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authorities feared -- and al Qaeda sought -- to wage jihad in America

by Sima Creel (2019-08-11)

On Wednesday, the Obama administration publicly acknowledged for the first time that four Americans were killed in drone strikes since 2009as part of U.S. counterterrorism activities surrounding al Qaeda . Of the four, only one of them, Anwar al-Awlaki, was targeted, according to Attorney General Eric Holder in a letter to Senate Judiciary Committee Chairman Patrick Leahy. The following are descriptions of the four men killed in drone operations.

Anwar al-Awlaki

Anwar al-Awlaki was an articulate, charismatic Muslim orator and jihadist. He was born in Las Cruces, New Mexico in 1971; he died on Sept. 11, 2011 at age 40. He was called by some "the emir of the Internet" because of his abilities as an orator -- often seen with his hand raised, his finger pointing, 울진출장샵 his long, thin black beard, sitting-crossed legged behind a podium, preaching, lecturing and calling for jihad against America. His parents were born in Yemen. His father, Nasser, al-Awlaki, came to the U.S. as a Fulbright scholar and studied agriculture economics at Mexico State University, and later received a Ph.D. from the University of Nebraska.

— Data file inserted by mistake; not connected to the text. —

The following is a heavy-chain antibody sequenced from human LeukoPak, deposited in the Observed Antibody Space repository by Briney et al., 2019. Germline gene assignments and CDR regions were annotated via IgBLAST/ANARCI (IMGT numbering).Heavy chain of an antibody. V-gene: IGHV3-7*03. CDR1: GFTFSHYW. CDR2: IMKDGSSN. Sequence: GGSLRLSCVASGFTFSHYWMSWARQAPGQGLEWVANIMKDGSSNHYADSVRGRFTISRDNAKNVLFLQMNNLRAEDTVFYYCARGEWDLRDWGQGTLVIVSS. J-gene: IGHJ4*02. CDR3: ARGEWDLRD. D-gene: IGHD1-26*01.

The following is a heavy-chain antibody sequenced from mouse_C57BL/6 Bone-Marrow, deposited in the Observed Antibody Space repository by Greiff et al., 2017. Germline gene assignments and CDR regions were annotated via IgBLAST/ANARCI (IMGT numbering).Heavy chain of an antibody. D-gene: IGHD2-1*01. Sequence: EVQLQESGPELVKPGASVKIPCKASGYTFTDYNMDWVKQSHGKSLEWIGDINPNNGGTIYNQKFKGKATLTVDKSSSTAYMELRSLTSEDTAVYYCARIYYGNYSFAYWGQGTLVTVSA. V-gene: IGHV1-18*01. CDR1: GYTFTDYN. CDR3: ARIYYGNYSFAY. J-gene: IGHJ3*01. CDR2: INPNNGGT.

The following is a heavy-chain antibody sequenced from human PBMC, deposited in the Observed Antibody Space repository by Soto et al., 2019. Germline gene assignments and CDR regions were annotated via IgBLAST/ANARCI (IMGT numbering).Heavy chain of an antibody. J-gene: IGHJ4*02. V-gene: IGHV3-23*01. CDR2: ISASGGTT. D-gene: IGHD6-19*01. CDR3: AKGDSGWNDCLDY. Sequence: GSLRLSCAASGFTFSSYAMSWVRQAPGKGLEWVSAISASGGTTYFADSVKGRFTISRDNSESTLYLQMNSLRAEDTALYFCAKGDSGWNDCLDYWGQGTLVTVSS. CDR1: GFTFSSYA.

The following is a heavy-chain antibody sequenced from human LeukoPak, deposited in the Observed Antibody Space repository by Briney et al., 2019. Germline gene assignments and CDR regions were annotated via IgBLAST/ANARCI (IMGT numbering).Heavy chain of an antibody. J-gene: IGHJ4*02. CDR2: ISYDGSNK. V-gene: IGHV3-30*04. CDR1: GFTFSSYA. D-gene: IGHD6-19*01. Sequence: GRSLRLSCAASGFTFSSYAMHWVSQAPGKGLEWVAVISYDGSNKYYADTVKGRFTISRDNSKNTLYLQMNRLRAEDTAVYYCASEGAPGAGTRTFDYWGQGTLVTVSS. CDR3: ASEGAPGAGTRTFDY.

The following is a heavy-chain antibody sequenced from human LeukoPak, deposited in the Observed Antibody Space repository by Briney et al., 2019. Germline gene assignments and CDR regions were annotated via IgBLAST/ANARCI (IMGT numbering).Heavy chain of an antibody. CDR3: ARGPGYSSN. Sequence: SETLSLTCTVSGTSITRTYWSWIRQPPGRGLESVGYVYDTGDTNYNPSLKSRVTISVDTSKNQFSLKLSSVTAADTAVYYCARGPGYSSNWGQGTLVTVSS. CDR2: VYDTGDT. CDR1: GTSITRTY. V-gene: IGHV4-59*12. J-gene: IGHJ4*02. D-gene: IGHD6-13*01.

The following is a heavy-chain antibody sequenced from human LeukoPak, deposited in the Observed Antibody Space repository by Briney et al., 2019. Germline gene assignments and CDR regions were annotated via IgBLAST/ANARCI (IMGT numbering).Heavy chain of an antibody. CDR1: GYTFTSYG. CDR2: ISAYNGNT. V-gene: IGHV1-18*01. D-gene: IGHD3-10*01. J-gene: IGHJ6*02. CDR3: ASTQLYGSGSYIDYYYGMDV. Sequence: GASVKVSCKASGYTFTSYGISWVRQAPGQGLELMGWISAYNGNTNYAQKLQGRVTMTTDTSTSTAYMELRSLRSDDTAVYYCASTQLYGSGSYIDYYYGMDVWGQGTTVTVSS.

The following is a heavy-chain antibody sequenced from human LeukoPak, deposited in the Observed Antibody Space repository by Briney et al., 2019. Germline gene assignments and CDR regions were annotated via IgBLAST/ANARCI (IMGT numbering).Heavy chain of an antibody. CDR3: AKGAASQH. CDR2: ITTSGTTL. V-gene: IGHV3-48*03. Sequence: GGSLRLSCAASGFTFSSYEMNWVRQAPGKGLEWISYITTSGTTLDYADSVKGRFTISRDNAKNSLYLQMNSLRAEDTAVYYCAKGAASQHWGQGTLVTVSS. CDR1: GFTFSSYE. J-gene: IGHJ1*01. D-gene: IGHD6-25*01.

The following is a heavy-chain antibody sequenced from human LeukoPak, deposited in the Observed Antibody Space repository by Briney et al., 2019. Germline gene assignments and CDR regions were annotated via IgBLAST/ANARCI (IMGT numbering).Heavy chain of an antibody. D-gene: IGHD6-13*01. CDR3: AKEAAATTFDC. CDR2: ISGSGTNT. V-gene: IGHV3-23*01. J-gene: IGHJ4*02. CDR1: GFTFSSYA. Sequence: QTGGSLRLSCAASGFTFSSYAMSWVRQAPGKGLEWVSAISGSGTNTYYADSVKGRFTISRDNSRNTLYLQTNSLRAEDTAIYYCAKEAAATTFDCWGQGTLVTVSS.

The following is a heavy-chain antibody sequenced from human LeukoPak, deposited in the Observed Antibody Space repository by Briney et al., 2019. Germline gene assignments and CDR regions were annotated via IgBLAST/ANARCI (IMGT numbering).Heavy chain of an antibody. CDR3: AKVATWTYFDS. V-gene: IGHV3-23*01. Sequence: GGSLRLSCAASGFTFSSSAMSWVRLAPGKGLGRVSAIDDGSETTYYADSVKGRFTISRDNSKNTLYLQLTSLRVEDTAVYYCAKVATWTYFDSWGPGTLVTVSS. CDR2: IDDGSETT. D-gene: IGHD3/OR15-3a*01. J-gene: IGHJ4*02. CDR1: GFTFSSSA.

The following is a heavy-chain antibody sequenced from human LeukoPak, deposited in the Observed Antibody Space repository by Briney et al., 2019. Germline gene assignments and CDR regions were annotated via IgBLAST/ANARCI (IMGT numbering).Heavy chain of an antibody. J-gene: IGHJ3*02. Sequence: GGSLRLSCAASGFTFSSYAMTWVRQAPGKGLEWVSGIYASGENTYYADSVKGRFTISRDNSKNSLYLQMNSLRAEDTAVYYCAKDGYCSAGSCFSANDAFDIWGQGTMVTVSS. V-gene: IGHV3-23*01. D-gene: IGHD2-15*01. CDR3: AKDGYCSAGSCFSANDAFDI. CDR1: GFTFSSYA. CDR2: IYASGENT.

Anwar Al-Awlaki received a B.S. degree in civil engineering from Colorado State in 1994. He reportedly spent one summer while a student living in Afghanistan with the Mujahideen -- former American allies in the Afghan-Soviet War who later became corrupt and gave rise to the Taliban. Al Qaeda was in Afghanistan at that time and al-Awlaki, with his command of Arabic and English, might have become radicalized then.

When he was killed, on Sept. 30, 2011, in Yemen, it was the first known time that a U.S.-controlled drone strike deliberately targeted and killed an American citizen. Obama called it a "major blow to al Qaeda's most active operational affiliate." But many condemned this extra-judicial killing.

Al-Awlaki said that he felt close to Sayyid Qutb, the Egyptian-born writer, and intellectual force of the Muslim Brotherhood. Osama bin Laden was also influenced by Qutb.

Al-Awlaki said that he taught and trained Umar Farouk Abdulmutallab, the Nigerian-born "underwear bomber, who was going to bomb Northwest Airlines Flight #523 on Dec. 25, 2009. But he said that he did not order the attack.

Samir Khan

Also killed in the same drone attack that claimed Al-Awlaki was Samir Khan, a U.S. citizen of Pakistani heritage. Khan was born in Saudi Arabia in 1986 and grew up in Queens, New York, in a typical middle-class family. His parents are said to have become worried that as a teenager he was becoming too religious. His family moved to North Carolina and he lived with them until at least 2007. It was during this time, U.S. officials say, that Khan began to help violent jihadist groups online, using his skills on the Web. He seemed to be operating on his own and didn't appear to be tied to any terrorist group.

In 2009, Khan left home for Yemen and became a part of al Qaeda in the Arabian Peninsula. It was here, again using his computer and literary skills, that Khan started "Inspire," the influential online jihadist magazine. Khan was killed in the same air strike that killed Anwar al-Awlaki.